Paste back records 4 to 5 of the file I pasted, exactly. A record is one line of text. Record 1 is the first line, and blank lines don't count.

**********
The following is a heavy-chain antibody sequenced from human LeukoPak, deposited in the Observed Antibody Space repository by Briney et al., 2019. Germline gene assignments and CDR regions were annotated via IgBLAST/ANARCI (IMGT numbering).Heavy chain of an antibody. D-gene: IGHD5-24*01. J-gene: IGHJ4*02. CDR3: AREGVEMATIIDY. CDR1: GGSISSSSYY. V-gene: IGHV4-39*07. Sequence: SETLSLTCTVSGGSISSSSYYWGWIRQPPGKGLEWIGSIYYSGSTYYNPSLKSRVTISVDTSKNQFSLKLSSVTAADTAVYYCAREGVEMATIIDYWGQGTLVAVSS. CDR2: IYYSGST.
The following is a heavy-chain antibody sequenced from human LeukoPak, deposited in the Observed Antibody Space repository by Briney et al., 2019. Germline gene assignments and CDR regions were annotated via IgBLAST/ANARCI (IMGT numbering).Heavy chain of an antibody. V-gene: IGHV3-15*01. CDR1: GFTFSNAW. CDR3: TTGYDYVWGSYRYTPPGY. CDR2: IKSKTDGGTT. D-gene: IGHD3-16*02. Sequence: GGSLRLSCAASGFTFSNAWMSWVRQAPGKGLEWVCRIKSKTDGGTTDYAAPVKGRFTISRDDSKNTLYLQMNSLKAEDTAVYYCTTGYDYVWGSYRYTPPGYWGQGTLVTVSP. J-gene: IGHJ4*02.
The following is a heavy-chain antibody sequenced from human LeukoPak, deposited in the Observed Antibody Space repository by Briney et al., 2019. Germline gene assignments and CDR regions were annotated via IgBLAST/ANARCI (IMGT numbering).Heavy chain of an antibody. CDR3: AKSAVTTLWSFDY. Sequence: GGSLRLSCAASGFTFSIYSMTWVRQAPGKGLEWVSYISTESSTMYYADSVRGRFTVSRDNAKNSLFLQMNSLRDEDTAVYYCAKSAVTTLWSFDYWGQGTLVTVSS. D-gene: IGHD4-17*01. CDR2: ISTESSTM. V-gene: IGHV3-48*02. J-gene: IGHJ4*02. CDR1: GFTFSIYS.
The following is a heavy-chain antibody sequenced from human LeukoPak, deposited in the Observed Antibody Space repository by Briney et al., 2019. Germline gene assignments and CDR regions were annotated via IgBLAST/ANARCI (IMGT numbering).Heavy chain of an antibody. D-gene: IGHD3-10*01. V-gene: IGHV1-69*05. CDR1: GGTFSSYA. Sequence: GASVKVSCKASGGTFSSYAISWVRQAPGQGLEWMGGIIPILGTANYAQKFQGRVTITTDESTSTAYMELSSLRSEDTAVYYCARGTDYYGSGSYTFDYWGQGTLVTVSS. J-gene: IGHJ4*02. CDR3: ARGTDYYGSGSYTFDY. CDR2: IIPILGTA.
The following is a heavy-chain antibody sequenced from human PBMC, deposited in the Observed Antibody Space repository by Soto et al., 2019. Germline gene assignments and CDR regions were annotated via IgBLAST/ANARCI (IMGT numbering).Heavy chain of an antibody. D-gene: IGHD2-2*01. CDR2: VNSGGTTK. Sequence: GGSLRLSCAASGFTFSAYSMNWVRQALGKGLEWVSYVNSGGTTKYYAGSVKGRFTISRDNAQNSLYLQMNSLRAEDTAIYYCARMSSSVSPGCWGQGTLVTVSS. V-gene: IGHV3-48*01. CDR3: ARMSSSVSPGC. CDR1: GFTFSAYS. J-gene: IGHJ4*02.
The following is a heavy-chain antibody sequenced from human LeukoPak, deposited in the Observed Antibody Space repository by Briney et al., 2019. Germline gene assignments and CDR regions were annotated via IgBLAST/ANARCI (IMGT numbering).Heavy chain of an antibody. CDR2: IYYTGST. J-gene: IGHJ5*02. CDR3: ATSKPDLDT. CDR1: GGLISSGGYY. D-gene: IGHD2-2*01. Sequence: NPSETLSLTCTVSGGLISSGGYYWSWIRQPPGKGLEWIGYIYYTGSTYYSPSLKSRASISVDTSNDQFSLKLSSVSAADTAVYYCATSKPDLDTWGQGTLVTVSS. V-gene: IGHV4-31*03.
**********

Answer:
The following is a heavy-chain antibody sequenced from human LeukoPak, deposited in the Observed Antibody Space repository by Briney et al., 2019. Germline gene assignments and CDR regions were annotated via IgBLAST/ANARCI (IMGT numbering).Heavy chain of an antibody. D-gene: IGHD3-10*01. V-gene: IGHV1-69*05. CDR1: GGTFSSYA. Sequence: GASVKVSCKASGGTFSSYAISWVRQAPGQGLEWMGGIIPILGTANYAQKFQGRVTITTDESTSTAYMELSSLRSEDTAVYYCARGTDYYGSGSYTFDYWGQGTLVTVSS. J-gene: IGHJ4*02. CDR3: ARGTDYYGSGSYTFDY. CDR2: IIPILGTA.
The following is a heavy-chain antibody sequenced from human PBMC, deposited in the Observed Antibody Space repository by Soto et al., 2019. Germline gene assignments and CDR regions were annotated via IgBLAST/ANARCI (IMGT numbering).Heavy chain of an antibody. D-gene: IGHD2-2*01. CDR2: VNSGGTTK. Sequence: GGSLRLSCAASGFTFSAYSMNWVRQALGKGLEWVSYVNSGGTTKYYAGSVKGRFTISRDNAQNSLYLQMNSLRAEDTAIYYCARMSSSVSPGCWGQGTLVTVSS. V-gene: IGHV3-48*01. CDR3: ARMSSSVSPGC. CDR1: GFTFSAYS. J-gene: IGHJ4*02.